In this case, there is no dispute that the fires at issue were suspicious in nature and intentionally set. Accordingly, pursuant to § 38a-318(b), the defendants were required to turn over all relevant material acquired during their investigation. Additionally, the fire marshal sent a letter requesting the release of all relevant information from the defendants pursuant to § 38a-318(a). Clearly, the defendants had a statutory duty to turn over all relevant documents related to these fires. The record reveals that they turned over approximately 10,000 pages of material.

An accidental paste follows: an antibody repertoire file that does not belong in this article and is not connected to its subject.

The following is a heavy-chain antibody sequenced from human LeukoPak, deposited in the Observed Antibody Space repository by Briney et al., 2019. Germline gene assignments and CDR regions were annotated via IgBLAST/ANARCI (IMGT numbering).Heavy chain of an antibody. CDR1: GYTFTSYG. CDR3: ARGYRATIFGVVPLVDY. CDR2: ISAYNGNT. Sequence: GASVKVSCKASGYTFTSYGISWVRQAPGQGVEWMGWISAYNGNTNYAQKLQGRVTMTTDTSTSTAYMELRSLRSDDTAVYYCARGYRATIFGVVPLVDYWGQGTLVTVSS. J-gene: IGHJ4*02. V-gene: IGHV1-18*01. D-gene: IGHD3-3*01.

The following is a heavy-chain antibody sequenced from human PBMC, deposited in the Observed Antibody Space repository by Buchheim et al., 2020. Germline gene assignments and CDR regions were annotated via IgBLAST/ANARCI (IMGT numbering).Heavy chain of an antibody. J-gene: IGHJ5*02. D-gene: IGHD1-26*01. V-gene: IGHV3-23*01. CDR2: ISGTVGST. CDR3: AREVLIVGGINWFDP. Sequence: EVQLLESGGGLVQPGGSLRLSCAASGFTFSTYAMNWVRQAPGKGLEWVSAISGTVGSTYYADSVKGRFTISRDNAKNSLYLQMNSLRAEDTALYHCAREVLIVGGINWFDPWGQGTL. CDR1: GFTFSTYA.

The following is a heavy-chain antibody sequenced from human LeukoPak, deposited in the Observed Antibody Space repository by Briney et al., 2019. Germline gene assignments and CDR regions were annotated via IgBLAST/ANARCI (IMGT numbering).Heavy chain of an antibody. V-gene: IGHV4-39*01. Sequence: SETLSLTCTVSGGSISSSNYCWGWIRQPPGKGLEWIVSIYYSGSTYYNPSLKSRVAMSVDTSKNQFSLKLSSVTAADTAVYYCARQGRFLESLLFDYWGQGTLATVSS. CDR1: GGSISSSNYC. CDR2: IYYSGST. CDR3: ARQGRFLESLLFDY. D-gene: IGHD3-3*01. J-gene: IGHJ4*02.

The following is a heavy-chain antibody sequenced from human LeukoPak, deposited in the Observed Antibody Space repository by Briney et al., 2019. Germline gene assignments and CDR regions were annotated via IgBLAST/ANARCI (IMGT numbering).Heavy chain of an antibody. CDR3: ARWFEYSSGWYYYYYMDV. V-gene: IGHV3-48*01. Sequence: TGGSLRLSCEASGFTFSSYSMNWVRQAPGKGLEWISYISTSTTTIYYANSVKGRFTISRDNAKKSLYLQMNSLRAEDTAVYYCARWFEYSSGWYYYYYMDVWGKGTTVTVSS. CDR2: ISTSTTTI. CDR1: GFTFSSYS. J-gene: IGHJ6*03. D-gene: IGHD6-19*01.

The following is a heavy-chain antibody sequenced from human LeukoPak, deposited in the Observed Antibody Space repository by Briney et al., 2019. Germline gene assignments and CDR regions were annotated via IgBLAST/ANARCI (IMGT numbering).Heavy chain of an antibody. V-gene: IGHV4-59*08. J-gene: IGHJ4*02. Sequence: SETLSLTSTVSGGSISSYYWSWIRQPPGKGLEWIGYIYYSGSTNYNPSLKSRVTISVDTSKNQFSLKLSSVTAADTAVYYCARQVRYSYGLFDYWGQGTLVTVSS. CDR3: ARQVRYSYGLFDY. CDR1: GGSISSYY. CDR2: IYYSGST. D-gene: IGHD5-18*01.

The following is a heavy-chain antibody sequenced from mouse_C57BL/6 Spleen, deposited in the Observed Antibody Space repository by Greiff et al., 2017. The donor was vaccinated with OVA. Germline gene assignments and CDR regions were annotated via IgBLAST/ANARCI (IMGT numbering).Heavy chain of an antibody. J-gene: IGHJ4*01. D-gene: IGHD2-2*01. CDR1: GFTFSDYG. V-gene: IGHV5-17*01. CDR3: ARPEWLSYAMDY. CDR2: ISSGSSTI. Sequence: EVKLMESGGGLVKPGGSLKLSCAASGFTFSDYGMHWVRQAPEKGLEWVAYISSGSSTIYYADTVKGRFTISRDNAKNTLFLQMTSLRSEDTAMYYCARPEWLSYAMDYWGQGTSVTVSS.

Although the plaintiff contends that the motive document should not have been turned over because it did not exist at the time the fire marshal requested the documents, but may have been created approximately ten months later,4 we can discern nothing in the statute that would limit the required disclosure to documents created within a certain time period or to those documents in existence only at the time the request was made. Furthermore, we think such a limitation would be incongruous in light of the purpose of the statute, which is to require insurance companies to share with the authorities all relevant information connected to suspicious fires. Furthermore, to remove the protections of the statute from the defendants, the plaintiff would need to provide something more than a bare allegation that the release of the motive document was malicious.